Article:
# The complex exponential function maps D(z0,r) to an open set. Need to find largest r.

## Homework Statement

According to the Inverse Function Theorem, for every $$z_0 \in C$$ there exists r > 0 such that the exponential function $$f(z) = e^z$$ maps D(z0; r) invertibly to an open set $$U = f(D(z_0; r))$$. (a) Find the largest value of r for which this statement holds, and (b) determine the corresponding open set U in case z0 = 0: For part (b) use Mathematica's ParametricPlot or ContourPlot functions..

## The Attempt at a Solution

I can't find anything in my book that remotely tells me how to go about finding r. I've been rather bad at this class and I would appreciate if someone could point me out to better books on complex analysis that are not Marsden's Basic Complex Analysis. I feel like I get very hard questions and they are usually like this one and I find the book to be quite hard to decipher and understand.

I would like to know first how this mapping is determined. The function e^z takes a disk of some radius centered at z0 and maps it into an open set. I don't know what to make of it, is that a very generic description or something? In any case, what kind of limitations am I supposed to be thinking, what kind of conditions should there be to figure out what the largest r would be and ultimately, how do you find this r?

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Some good and readable introductory texts are Conway, Functions of one complex variable I; Stein and Shakarchi, Complex analysis; Ahlfors, Complex analysis (the classic). Many people also like Needham, Visual complex analysis, but I've never used it myself.

As for what's going on here: you are asked to find the biggest disc which the exponential function maps invertibly onto an open set. Do you understand why the image of a disc under $$\exp$$ is an open set? Do you understand in what ways the mapping could fail to be invertible?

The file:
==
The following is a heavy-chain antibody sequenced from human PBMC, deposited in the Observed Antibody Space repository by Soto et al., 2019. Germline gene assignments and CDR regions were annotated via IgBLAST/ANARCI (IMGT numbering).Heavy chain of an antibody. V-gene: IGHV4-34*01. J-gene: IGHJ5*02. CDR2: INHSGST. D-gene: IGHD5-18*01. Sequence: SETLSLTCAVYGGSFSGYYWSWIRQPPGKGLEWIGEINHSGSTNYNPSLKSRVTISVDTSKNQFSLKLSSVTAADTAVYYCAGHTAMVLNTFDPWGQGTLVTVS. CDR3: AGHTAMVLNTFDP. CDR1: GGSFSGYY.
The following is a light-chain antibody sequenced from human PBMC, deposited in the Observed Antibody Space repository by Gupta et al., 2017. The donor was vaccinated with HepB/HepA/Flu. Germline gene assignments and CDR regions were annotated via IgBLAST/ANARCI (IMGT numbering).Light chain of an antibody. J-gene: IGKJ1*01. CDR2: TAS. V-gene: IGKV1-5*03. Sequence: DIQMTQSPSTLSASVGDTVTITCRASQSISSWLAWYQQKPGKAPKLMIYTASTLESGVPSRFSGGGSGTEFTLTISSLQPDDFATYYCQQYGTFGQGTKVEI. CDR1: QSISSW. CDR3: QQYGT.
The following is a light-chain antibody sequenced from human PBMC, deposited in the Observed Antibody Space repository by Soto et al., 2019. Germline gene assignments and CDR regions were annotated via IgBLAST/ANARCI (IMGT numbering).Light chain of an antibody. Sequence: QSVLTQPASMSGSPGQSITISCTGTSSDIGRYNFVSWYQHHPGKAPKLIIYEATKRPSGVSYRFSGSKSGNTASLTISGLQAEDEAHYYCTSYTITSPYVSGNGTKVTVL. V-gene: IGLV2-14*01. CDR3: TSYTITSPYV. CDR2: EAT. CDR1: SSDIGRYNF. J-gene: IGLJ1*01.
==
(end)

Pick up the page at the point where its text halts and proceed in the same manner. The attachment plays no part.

The image of a disc under the exponential function is an open set because the log(z) takes strips of intervals y0i to y0i + 2pi right?

So because of this range of 2pi, the greatest the radius could be is pi, otherwise we'd be jumping to another branch of log correct?

You have reached the right answer using the right intuition, but your words don't form a coherent argument.

The image of any open set under $$\exp$$ is an open set because of the open mapping theorem, which says that any analytic function with nonvanishing derivative maps open sets onto open sets. The derivative of $$\exp$$ is $$\exp$$, which is never zero.

As for the radius of the disc, the mapping can fail to be invertible only by duplicating a value (failing to be injective). That is, $$\exp$$ restricted to $$D(z_0; r)$$ is not an invertible mapping exactly when there are $$z \neq z' \in D(z_0; r)$$ such that $$\exp z = \exp z'$$. Write out this condition in terms of the real and imaginary parts of $$z$$ and $$z'$$, and you should be able to come up with a proof.

"Branches" are a concept that often causes more harm than good to beginning complex analysis students.